"Communications between viewers were limited. A change in the screen image indicated that someone else was watching the same programme. Minimalism and simplicity taken to the extreme were easy for viewers to conceptualise."
The programme led to the first artistic section of Pellinen’s dissertation - Mielensäästäjä, a programme that ran on Yle Extra a couple of years ago. It showed images of twenty different animals that either did their own thing or noticed the viewer when viewers phoned in. Callers received an SMS giving them passwords to an online service where they had their own virtual animal.
A database registered viewers’ actions and enabled their actions to be studied. The programme received a total of nearly 200,000 calls from more than 40,000 phone numbers, but only a couple of thousand callers named their virtual animal on the online service.
Pellinen describes his first artistic section as testing the waters: "I’m now comparing solutions to the programme with historical examples and I’m building hypotheses that I’ll test in the next sections."
Pellinen is working on developing two television programmes: one is a game based on sorting waste and the other is a programme inspired by the text message uproar caused by Finnish politicians sometime ago; it aims at defusing the national trauma following the exposure of private romantic messages.
Calling Mielensäästäjä was free of charge but non-programmes of the same genre generally aim to rake in maximum financial profit for as little production input as possible.
"Interactive television narration has developed slowly over ten years, and it often seems quite pathetic. However, there has been a lot of development over the long term. It may be a long time before we see interactive television programmes at peak viewing hours, but I’m convinced that day will come."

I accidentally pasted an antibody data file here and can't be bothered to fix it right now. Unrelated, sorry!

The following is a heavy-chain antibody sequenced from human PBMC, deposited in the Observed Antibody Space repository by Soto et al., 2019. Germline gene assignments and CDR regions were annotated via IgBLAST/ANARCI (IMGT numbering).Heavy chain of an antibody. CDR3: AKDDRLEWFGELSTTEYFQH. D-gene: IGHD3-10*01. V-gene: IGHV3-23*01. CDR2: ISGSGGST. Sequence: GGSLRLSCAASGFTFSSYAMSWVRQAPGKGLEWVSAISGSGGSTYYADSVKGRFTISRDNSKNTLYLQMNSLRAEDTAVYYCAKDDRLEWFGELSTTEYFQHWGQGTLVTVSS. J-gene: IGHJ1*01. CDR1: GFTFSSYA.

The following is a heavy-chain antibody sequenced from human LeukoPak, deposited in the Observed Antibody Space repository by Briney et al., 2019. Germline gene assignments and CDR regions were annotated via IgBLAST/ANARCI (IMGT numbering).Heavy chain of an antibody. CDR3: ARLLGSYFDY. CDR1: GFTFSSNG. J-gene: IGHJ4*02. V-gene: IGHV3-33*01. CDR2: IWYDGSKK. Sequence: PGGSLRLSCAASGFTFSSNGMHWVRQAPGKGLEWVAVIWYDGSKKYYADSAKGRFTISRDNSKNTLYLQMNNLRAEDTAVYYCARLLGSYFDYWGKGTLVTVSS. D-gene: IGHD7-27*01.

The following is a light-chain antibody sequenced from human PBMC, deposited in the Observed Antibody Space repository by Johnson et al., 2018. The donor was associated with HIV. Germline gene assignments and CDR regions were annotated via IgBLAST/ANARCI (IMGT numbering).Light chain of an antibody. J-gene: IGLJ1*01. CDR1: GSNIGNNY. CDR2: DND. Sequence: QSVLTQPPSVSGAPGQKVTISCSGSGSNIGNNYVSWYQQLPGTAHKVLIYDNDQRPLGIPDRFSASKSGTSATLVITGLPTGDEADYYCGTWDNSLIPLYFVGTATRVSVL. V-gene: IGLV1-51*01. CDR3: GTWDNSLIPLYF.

Pellinen also believes that the line between television and internet entertainment will become hazier, even though hardly any working concepts have been published thus far.
Safe interaction in a virtual environment
Pia Yliräisänen-Seppänen works as a planner on the Wellness Campus at the Rovaniemi University of Applied Sciences. She has been involved in planning and developing the ENVI learning environment.
The physical, social and three-dimensional graphics in the learning environment comprise a virtual environment that reacts to students’ actions in real-time. Healthcare and social science students and professionals can use it to practice such things as emergency care and crisis management.
Yliräisänen-Seppänen’s doctoral dissertation examines how user-centred planning methodology can be developed and used to design virtual learning environments.
She believes that using virtual learning environments will become increasingly extensive and common: "They provide an opportunity for students to dry run situations that they may come across at work. Practising in a virtual environment is safe and repetitive, and it allows positive learning experiences.
"Developing and implementing virtual learning environments brings planners and users face to face with new challenges and questions."
A teacher guarantees natural situations
Users in the ENVI virtual environment can move about freely and make choices. Movement takes place using a wireless controller, and there are also interactive characters to talk to.
"In order to make interaction more natural, the teacher is always the intelligence. People act in such different ways that planning can’t take all possibilities into consideration."
For instance, the teacher decides how a girl who witnessed her mother being stabbed will react to students’ efforts to calm her down. The environment has been programmed with different alternatives and the teacher chooses the option that best fits the situation.
"A virtual learning environment calls for the teacher to have a pedagogic eye and to live in the situation. During the planning phase, it’s important to meet the teacher halfway and to find ways that make his or her work easier."
The environment has been developed using users’ experiences; for instance, movement takes place with a game controller rather than a remote control, which also enables users to step back - a characteristic that may be necessary when face to face with violent clients.
"Moving around a virtual environment is easy for most young people but older people usually need more practice."
Yliräisänen-Seppänen knows how she would develop a virtual learning environment if she could ignore financial resources: it would be more body-centred.
"A body-centred user interface would help disengage from technology. Technology would be increasingly in the background and users would engage with the environment through their actions and not through gadgets," says Yliräisänen-Seppänen.